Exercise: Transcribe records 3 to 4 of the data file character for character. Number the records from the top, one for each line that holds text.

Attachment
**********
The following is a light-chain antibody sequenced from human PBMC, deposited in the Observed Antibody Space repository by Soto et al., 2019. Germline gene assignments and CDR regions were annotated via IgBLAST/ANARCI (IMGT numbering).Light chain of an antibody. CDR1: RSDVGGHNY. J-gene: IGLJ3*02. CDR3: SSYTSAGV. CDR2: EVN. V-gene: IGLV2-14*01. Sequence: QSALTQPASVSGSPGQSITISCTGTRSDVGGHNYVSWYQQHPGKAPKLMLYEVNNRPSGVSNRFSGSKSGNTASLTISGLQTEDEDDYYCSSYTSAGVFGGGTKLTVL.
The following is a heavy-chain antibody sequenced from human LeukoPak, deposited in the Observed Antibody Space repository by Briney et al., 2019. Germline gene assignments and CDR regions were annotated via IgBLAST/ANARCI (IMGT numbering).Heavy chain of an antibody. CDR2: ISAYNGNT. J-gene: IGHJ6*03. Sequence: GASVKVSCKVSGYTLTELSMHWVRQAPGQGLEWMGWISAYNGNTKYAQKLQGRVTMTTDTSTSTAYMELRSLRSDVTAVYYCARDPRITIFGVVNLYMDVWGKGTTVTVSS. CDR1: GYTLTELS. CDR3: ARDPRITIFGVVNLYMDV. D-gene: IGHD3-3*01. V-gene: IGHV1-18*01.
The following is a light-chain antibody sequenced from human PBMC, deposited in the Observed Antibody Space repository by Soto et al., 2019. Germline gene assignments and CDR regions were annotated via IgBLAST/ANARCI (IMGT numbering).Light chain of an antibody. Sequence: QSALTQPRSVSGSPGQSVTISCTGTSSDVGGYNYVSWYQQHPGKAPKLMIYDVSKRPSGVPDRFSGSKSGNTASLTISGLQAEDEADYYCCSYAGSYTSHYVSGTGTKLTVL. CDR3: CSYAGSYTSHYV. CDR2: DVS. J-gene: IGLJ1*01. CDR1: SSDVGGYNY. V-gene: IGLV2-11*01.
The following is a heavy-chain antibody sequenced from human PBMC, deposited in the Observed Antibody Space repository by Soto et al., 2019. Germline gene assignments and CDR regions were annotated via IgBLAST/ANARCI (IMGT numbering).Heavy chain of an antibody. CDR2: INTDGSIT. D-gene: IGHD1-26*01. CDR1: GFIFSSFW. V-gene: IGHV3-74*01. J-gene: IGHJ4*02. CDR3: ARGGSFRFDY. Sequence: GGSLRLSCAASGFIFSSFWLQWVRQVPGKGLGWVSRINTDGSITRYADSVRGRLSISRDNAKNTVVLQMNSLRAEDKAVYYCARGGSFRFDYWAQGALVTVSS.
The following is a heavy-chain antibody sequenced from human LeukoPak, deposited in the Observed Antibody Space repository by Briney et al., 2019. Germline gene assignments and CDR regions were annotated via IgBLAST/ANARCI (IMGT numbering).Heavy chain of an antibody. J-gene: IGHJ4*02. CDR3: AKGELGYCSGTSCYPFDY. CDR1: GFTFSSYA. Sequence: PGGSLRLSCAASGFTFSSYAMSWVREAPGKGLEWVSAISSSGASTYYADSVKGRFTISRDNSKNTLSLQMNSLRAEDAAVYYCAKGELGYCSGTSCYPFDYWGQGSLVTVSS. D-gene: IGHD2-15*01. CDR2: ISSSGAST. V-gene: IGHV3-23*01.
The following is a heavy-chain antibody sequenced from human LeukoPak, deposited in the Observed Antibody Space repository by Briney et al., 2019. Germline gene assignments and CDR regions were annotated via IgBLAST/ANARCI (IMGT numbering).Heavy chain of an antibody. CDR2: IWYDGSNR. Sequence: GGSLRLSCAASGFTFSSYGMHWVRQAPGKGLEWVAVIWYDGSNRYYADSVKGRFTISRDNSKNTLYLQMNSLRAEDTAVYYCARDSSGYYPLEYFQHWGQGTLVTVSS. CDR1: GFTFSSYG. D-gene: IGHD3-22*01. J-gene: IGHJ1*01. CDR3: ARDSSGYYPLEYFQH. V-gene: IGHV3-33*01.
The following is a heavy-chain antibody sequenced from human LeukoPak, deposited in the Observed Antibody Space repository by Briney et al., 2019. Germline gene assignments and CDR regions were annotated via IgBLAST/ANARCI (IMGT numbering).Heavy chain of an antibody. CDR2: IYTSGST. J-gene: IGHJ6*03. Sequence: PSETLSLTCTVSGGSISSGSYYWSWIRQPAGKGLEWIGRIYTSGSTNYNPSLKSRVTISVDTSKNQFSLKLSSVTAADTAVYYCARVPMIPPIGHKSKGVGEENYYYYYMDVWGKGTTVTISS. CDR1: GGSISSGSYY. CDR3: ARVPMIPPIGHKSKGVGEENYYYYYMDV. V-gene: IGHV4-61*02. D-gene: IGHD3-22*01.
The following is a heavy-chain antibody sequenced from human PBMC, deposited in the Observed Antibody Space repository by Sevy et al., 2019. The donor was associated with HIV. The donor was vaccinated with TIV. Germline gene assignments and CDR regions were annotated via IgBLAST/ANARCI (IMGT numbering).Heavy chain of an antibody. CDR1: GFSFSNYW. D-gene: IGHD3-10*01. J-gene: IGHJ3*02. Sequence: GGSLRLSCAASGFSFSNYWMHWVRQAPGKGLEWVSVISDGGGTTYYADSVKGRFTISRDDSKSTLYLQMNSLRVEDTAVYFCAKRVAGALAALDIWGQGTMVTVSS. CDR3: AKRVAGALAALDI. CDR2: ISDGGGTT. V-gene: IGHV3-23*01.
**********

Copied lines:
The following is a light-chain antibody sequenced from human PBMC, deposited in the Observed Antibody Space repository by Soto et al., 2019. Germline gene assignments and CDR regions were annotated via IgBLAST/ANARCI (IMGT numbering).Light chain of an antibody. Sequence: QSALTQPRSVSGSPGQSVTISCTGTSSDVGGYNYVSWYQQHPGKAPKLMIYDVSKRPSGVPDRFSGSKSGNTASLTISGLQAEDEADYYCCSYAGSYTSHYVSGTGTKLTVL. CDR3: CSYAGSYTSHYV. CDR2: DVS. J-gene: IGLJ1*01. CDR1: SSDVGGYNY. V-gene: IGLV2-11*01.
The following is a heavy-chain antibody sequenced from human PBMC, deposited in the Observed Antibody Space repository by Soto et al., 2019. Germline gene assignments and CDR regions were annotated via IgBLAST/ANARCI (IMGT numbering).Heavy chain of an antibody. CDR2: INTDGSIT. D-gene: IGHD1-26*01. CDR1: GFIFSSFW. V-gene: IGHV3-74*01. J-gene: IGHJ4*02. CDR3: ARGGSFRFDY. Sequence: GGSLRLSCAASGFIFSSFWLQWVRQVPGKGLGWVSRINTDGSITRYADSVRGRLSISRDNAKNTVVLQMNSLRAEDKAVYYCARGGSFRFDYWAQGALVTVSS.